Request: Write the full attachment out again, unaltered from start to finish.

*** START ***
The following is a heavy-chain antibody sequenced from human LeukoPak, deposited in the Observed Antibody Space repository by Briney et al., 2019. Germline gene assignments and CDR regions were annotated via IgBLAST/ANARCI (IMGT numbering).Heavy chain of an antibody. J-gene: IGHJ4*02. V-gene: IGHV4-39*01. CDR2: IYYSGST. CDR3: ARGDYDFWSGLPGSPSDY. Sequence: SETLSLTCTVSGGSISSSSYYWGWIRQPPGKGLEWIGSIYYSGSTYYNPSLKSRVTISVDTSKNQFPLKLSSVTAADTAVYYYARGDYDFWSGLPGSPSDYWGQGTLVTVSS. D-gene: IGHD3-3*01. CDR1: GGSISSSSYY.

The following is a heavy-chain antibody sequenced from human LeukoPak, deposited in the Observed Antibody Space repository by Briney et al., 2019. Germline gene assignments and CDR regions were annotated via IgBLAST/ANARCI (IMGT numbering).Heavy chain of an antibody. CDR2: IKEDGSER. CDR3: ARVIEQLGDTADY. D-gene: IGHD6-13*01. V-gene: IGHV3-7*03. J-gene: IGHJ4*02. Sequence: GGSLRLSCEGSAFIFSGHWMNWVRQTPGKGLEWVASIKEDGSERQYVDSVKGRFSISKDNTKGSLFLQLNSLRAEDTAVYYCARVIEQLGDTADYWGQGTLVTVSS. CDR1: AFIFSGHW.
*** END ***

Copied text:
The following is a heavy-chain antibody sequenced from human LeukoPak, deposited in the Observed Antibody Space repository by Briney et al., 2019. Germline gene assignments and CDR regions were annotated via IgBLAST/ANARCI (IMGT numbering).Heavy chain of an antibody. J-gene: IGHJ4*02. V-gene: IGHV4-39*01. CDR2: IYYSGST. CDR3: ARGDYDFWSGLPGSPSDY. Sequence: SETLSLTCTVSGGSISSSSYYWGWIRQPPGKGLEWIGSIYYSGSTYYNPSLKSRVTISVDTSKNQFPLKLSSVTAADTAVYYYARGDYDFWSGLPGSPSDYWGQGTLVTVSS. D-gene: IGHD3-3*01. CDR1: GGSISSSSYY.

The following is a heavy-chain antibody sequenced from human LeukoPak, deposited in the Observed Antibody Space repository by Briney et al., 2019. Germline gene assignments and CDR regions were annotated via IgBLAST/ANARCI (IMGT numbering).Heavy chain of an antibody. CDR2: IKEDGSER. CDR3: ARVIEQLGDTADY. D-gene: IGHD6-13*01. V-gene: IGHV3-7*03. J-gene: IGHJ4*02. Sequence: GGSLRLSCEGSAFIFSGHWMNWVRQTPGKGLEWVASIKEDGSERQYVDSVKGRFSISKDNTKGSLFLQLNSLRAEDTAVYYCARVIEQLGDTADYWGQGTLVTVSS. CDR1: AFIFSGHW.